A body representing political, business and other leaders should be set up to speak with one voice for the North, a transport summit held in Leeds has agreed.
The Northern Transport Summit of business and political leaders was called after transport secretary Chris Grayling cast doubt over long promised improvements to Northern railways.
The case for a new representative forum was included in a statement signed by: Judith Blake, leader of Leeds City Council; Andy Burnham, Mayor of Greater Manchester; Julie Dore, leader of Sheffield City Council; Nick Forbes, leader of Newcastle City Council; Sir Richard Leese, leader of Manchester City Council; and Steve Rotheram, Metro Mayor of Liverpool City Region.
The new forum, which is being dubbed by some as a “Council of the North”, would bring the Northern perspective to long-term issues such as Brexit and transport funding. It would also make the case for further devolution of power from Westminster to the North of England.
A new pan-Northern body could also have a critical role to play in forthcoming Budget and Brexit discussions.
The summit also called on central government to honour promises it has made to the North to improve rail infrastructure. The delegates pledged to build a broad-based campaign, working with Northern MPs, to win Parliamentary backing for its demands.
Last month the government announced that it was scrapping the planned electrification of railway lines in Wales, the Midlands and the north of England. Then, days later, the transport secretary gave backed proposals for Crossrail 2, a new line linking north-east and south-west London.
On the day of the Northern Transport Summit, Grayling wrote an opinion piece in The Yorkshire Post saying council leaders should “take control” of their own transport networks.
The summit also came one day after civic leaders, businesses and former Chancellor George Osborne called on the government to back East to West Northern Powerhouse Rail, connecting the cities of the North, in Autumn’s budget. In a letter to the Prime Minister, business and civic leaders said that the investment in Northern transport is ‘not only fundamental to the success of the Northern Powerhouse, it is fundamental to the success of the entire country.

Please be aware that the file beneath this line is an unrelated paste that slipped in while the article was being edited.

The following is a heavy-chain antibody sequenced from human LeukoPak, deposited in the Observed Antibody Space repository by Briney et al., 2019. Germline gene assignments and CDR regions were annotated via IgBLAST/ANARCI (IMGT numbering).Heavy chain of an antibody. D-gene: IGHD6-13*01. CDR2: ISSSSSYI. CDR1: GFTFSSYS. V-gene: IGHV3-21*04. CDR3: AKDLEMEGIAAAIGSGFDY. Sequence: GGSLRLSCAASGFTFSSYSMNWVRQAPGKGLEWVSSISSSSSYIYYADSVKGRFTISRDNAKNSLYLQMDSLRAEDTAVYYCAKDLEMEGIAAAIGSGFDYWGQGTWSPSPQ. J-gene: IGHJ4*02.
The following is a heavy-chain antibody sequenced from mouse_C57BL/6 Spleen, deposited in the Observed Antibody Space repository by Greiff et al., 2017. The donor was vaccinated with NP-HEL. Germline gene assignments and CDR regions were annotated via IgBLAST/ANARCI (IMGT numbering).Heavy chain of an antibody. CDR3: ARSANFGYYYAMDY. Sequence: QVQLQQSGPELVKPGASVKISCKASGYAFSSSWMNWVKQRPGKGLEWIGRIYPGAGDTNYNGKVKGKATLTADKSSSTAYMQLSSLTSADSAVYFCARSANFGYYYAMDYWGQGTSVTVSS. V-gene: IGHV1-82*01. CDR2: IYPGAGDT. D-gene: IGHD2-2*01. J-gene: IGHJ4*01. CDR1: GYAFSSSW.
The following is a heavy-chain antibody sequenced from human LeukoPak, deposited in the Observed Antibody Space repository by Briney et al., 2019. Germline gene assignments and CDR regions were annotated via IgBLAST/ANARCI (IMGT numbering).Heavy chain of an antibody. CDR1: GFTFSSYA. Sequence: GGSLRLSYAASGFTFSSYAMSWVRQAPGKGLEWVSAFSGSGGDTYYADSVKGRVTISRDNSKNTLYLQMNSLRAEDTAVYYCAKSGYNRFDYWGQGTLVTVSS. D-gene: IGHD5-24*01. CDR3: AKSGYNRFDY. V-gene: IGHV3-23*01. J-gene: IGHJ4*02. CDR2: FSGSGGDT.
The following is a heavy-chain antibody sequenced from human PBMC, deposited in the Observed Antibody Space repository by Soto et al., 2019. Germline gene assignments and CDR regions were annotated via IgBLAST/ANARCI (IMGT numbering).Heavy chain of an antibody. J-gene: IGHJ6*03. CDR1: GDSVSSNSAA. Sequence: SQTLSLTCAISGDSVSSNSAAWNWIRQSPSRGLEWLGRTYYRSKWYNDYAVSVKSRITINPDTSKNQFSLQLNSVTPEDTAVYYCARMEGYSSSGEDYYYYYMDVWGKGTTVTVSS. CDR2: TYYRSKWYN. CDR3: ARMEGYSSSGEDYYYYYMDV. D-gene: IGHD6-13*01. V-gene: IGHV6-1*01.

Mayor of Greater Manchester Andy Burnham said. “This unprecedented gathering of Northern political and business leaders sends a clear message: the North is getting organised and ready to get its voice heard more loudly than ever before. It is time now for the North to pool its political influence and show a real willingness to use it, like London, Scotland, Wales and Northern Ireland have been doing in recent times. Westminster has failed the North of England but in the past we have struggled to speak with one clear voice on its unfair decisions. With the change in the Parliamentary arithmetic, we have a chance to win more support for our cause.
“By working together with our council leaders, businesses and MPs – alongside trade unions and the community and voluntary sector - we can ensure a strong voice and a fair deal for the North. If we get this right, a new ‘Council of the North’ could mark a real change to the politics of our country.”
“The North’s huge economic potential is being held back by an outdated, expensive and slow transport system. The idea of ‘Northern Powerhouse’ driving forward a rebalanced UK economy in the 21st century, was supposed to right this wrong, and is still strongly supported. A successful North means more jobs, a stronger tax base, better inward investment opportunities and greater success for business for the whole of the UK. But none of this will be realised unless there is substantial new investment in modern transport infrastructure linking the great cities of the North.
“Recent statements by the transport secretary have sent worrying messages that this essential investment may not be delivered in full, with some key commitments dropped, or substantially delayed. We believe that people across the North have waited long enough for transport services on a par with other parts of the country. The disparity between transport in the North of England and London must now be addressed.
"Therefore, this summit calls on the government to:
"Finally, at a time when crucial long-term decisions are about to be taken, not just on transport but also on the country's relationship with the EU, this summit agrees to establish a representative and accountable forum of sectors including political and business leaders, trade unions, voluntary and community sector, and universities to enable the voice of the North of England to be properly and effectively represented on issues of common concern.
“This summit agrees to update all Members of Parliament on the conclusions of today's discussion and will work with them to build a broad-based campaign, and seek Parliamentary endorsement of our calls on the government, including a debate when Parliament returns.”
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